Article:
This is also particularly relevant for companies who still have some employees on site. Where are they getting their information from now if half of the communication chain is furloughed or working from home. Make sure that they are given guidance on what is going on and where to access information from.
2. Re-evaluate roles
If you think that some employees are struggling more than others with remote working, have an open and honest discussion with them about what they are enjoying and what is more challenging.
Tasks and responsibilities can be moved between the team based on people’s strengths and weaknesses. Someone who is living alone or has a designated home office may feel more comfortable making business development calls or holding client meetings. Whereas others who previously excelled at this may feel uncomfortable if they are co-working with family and would prefer to do more of the back-end jobs.
Obviously not all roles can be re-assigned but evaluating new strengths and weaknesses may highlight some easy fixes to improve productivity.
Not only this but trusting your team with new roles and placing them where they can succeed will motivate them to develop.
3. Be honest about the big picture
It can be easy to focus on the day to day operations; just get through the job in hand and ignore the big picture.
But for a lot of people, their main concerns right now will be on the future of the company and their jobs.
You need to be honest about where business is and clarify a new strategy about how to get to where you want to be. This may mean blocking out time in your diary to really look at business strategy and to discuss what opportunities can come out of this.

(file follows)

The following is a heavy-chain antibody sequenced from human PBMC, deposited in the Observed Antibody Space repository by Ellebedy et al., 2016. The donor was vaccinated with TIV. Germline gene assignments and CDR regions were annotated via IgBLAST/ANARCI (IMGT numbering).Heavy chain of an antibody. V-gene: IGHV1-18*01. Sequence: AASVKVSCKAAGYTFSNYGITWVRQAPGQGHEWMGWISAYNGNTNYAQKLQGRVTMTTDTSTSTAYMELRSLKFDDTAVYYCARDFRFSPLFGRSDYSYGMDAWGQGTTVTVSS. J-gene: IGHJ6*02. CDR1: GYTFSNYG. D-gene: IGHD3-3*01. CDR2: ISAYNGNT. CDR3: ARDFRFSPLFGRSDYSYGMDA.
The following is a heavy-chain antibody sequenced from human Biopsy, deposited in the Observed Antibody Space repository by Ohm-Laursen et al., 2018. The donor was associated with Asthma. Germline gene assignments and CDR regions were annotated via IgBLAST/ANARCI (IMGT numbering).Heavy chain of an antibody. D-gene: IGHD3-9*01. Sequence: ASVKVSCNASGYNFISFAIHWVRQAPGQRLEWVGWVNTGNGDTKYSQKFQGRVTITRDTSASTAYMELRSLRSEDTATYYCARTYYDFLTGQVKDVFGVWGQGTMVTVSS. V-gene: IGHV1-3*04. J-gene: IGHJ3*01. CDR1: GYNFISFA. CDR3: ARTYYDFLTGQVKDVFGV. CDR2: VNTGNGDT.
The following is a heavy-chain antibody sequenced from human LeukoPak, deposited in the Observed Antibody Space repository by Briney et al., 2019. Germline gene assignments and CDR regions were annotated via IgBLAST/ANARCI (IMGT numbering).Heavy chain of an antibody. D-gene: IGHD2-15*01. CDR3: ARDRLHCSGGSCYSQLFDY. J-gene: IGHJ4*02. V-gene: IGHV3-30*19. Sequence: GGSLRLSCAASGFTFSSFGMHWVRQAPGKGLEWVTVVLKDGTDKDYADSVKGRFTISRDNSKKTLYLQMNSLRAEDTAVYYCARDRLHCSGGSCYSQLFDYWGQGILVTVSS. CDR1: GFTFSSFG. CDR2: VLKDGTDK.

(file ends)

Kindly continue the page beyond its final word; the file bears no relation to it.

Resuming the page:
Make sure fundamental objectives aren’t lost or forgotten because the new priority is to figure out how to manage the new way of working.
4. Stay connected
Teams that overcome difficult experiences together, frequently come out the other side stronger.
But this won’t be the case if you let your team work as separate entities that never interact. Make sure you still celebrate successes, talk about your daily lives, socialise about things other than just work.
The desire to feel connected to others is a basic human need, and many employees rely on this for mental health and well-being. Carve out times in the day for you and your teams to just chat and catch up; 5 minutes before the morning meeting, an hour on a Friday afternoon, have coffee rooms where people can dip in and out of a zoom call.
This is also crucial for any members of the team that you may have furloughed. When they return to the team, they still need to be a part of it. They may not be able to join in with meetings, but shared WhatsApp groups or pub quizzes are great ways to keep them in the loop.
Steve Jobs once said, “Innovation distinguishes between a leader and a follower” and if anyone knew about making technology work for you, it was him!
Being a great virtual leader is going to be a big change for a lot of people, but it is also a great opportunity to determine best practices now, so that flexible working can open more doors for you when life eventually gets back to normal.